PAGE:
The week between Christmas and New Year's is usually a pretty dull one, but it holds what has become one of my favorite holiday traditions: My now annual trip to the House of Blues to see the Mighty Mighty Bosstones for their Hometown Throwdown.
This year they lessened the usual holiday theme and instead dedicated their entire three show run to The Rat, the legendary Boston punk club that used to be located across the Mass Pike from the House of Blue in Kenmore Square. For their openers, they chose bands they knew from their days of playing The Rat. For Sunday night, their openers were The Real Kids and The Queers.
As I walked in, I noticed a list of set times posted at the door. The Real Kids had to drop out at the last minute due to John Felice being hospitalized. It was a huge disappointment, especially because I had never heard of their replacement, Unnatural Axe. Turns out Unnatural Axe are the Boston punk originators, and started playing shows at The Rat in 1978. As they took the stage, they just looked like regular guys in their 50s, and not punk at all. That made their playing all the better, as they were the most hardcore band of the night. They tore through songs like "3 Chord Rock" and "They Stole Hitler's Brain" with more ferocity than bands half their age. Unfortunately, most of the crowd seemed to be there for hits and they didn't get much of a reaction until Dicky Barrett of the Bosstones joined them for a song. It's always sad when the originators of a scene get virtually ignored.
Next up were The Queers. Or, at least, Joe Queer with two guys much younger than him. But, hey... it's still Joe Queer and I finally got to see a band I've been listening to for 20 years live. Opening with "No Tit," they didn't make any attempt to clean up their offensive for the sake of being offensive act, which made me thrilled. Finally seeing The Queers playing "Born to Do Dishes" and "Murder in the Brady House" was worth it. They also brought out special guests, including original Dropkick Murphys guitarist Rick Barton and the drummer for The Real Kids. They also covered The Real Kids' classic "All Kindsa Girls," for obvious reasons. In what seemed to be a recurring theme, the crowd was pretty much dead for The Queers. I thought maybe a band called The Queers and doing a song called "No Tit" might not mesh well with the kids these days. Instead, after their set, one of these whippersnappers complained that the set was "... about 40 minutes too long." His big complaint wasn't the subject matter or the band's name, but that they supposedly insulted the sound guy. The insult seemed to be one comment after the opening song where Joe Queer basically said "Hey, sound guy. I have no idea where you are, but I could use some more vocals and guitar in the front monitors." That seems to me to be more of a comment about the size of the venue and asking the sound guy to make an adjustment, which happens at literally every club show. Kids these days...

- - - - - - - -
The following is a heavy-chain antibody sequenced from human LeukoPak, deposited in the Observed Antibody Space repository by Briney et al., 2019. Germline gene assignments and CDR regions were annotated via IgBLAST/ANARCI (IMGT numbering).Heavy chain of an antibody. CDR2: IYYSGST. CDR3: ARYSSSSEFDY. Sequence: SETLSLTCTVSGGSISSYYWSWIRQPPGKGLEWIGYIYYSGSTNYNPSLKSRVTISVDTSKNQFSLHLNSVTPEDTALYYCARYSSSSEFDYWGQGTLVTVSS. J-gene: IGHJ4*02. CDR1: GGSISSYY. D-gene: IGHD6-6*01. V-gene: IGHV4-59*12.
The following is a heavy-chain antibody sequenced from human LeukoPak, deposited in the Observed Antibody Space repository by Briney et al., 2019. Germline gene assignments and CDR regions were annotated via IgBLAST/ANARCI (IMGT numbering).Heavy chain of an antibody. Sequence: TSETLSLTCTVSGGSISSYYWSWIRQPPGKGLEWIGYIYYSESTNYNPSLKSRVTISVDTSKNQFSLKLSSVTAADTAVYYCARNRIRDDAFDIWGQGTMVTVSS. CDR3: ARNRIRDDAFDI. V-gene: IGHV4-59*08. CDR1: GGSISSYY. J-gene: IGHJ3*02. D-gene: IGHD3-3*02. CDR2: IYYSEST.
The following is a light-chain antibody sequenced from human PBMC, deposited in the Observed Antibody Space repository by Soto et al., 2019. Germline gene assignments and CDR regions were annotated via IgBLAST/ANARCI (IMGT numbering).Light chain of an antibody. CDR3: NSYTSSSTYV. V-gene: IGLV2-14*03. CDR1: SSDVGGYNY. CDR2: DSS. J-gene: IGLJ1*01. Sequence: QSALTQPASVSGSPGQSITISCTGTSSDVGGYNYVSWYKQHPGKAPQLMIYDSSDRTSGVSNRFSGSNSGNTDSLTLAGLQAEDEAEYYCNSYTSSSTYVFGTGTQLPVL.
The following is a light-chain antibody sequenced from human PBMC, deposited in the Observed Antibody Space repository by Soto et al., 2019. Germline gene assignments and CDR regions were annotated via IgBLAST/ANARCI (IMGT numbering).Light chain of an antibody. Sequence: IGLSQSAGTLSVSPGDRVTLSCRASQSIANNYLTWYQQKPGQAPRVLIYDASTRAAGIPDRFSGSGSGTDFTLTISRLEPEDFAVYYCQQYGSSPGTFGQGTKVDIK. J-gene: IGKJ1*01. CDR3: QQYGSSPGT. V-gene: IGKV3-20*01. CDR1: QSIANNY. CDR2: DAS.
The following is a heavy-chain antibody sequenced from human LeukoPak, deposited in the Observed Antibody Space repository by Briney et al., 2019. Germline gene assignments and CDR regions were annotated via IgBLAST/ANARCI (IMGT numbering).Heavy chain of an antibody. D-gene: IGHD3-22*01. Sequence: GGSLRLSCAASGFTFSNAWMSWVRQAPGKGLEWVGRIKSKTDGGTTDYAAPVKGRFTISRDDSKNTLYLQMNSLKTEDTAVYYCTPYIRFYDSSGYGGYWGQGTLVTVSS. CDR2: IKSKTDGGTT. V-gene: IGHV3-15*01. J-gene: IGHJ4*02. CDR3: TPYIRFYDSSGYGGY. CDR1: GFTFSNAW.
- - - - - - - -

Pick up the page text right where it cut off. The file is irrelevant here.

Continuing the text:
The Mighty Mighty Bosstones have always been, and will always be, one of the best live acts out there. They started the show off perfectly with "Dr. D," "They Came to Boston," and "Dogs & Chaplains." In an unexpected (but also pretty fantastic) twist, guitarist Lawrence Katz was sidelined to just vocal duties due to a broken arm. I hate saying that turned out fantastic, but he was replaced with original Bosstones guitarist Nate Albert. I'm not saying I want Katz to always be out, but it's always fun when original members pop in for a few shows. Other highlights of the set included "Nah, Nah, Nah, Nah, Nah" (by far the most fun of the post-reunion songs live), "Hell of a Hat," "1-2-8," and a cover of "At the Rat," of course.
This might have been the first Bosstones show that made me feel old. I can't really put my finger on it. It might have been the indifference to the Boston punk rock royalty that opened the show, the fact that a decent chunk of the crowd seemed to just be there for the songs they knew off their breakout album Let's Face It (one guy against the barricade didn't even clap between songs until the band played "Noise Brigade" from that album), overprotective and aggressive dads in the audience, or what. Usually Bosstones shows, especially Hometown Throwdown shows, usually attract die hards that are thrilled for every song, particularly the older, more obscure ones. This seemed to be filled with people looking for "The Impression That I Get." It was still a fantastic show, and of course I'll be lined up to go next year.